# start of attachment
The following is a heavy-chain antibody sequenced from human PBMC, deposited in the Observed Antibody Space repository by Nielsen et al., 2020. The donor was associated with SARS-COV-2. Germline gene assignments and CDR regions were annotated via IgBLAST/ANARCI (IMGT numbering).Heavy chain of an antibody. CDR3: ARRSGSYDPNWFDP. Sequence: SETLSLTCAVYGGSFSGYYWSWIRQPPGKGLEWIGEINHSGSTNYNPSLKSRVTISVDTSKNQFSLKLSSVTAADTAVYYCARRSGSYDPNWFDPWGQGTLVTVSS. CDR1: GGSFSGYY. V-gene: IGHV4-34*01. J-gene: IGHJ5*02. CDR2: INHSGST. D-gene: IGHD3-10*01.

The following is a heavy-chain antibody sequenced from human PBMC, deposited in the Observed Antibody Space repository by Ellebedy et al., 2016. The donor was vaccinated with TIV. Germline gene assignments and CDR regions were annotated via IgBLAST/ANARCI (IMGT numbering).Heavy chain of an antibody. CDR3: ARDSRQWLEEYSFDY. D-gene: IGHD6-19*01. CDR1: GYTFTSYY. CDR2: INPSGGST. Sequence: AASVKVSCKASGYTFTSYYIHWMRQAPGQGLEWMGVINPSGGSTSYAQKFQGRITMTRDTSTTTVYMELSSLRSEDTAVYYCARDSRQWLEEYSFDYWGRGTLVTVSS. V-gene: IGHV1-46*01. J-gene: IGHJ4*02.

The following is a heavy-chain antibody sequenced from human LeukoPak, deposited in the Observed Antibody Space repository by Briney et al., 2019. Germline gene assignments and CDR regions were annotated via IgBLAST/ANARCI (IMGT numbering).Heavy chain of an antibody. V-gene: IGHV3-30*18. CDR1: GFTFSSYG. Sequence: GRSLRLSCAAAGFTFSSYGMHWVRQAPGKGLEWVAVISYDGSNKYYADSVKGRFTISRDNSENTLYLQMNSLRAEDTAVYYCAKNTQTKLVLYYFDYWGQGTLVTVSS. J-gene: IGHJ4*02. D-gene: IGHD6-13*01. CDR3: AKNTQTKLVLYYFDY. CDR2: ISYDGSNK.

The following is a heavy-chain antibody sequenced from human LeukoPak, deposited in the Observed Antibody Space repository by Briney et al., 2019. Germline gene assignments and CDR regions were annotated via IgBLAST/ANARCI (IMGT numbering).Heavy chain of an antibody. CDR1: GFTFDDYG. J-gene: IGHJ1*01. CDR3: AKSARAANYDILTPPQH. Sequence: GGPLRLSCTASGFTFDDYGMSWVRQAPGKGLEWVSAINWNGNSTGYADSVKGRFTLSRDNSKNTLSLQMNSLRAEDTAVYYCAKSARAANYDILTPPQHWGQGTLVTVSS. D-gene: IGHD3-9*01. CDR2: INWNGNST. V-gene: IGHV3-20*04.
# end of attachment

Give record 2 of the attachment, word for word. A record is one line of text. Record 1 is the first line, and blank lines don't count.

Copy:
The following is a heavy-chain antibody sequenced from human PBMC, deposited in the Observed Antibody Space repository by Ellebedy et al., 2016. The donor was vaccinated with TIV. Germline gene assignments and CDR regions were annotated via IgBLAST/ANARCI (IMGT numbering).Heavy chain of an antibody. CDR3: ARDSRQWLEEYSFDY. D-gene: IGHD6-19*01. CDR1: GYTFTSYY. CDR2: INPSGGST. Sequence: AASVKVSCKASGYTFTSYYIHWMRQAPGQGLEWMGVINPSGGSTSYAQKFQGRITMTRDTSTTTVYMELSSLRSEDTAVYYCARDSRQWLEEYSFDYWGRGTLVTVSS. V-gene: IGHV1-46*01. J-gene: IGHJ4*02.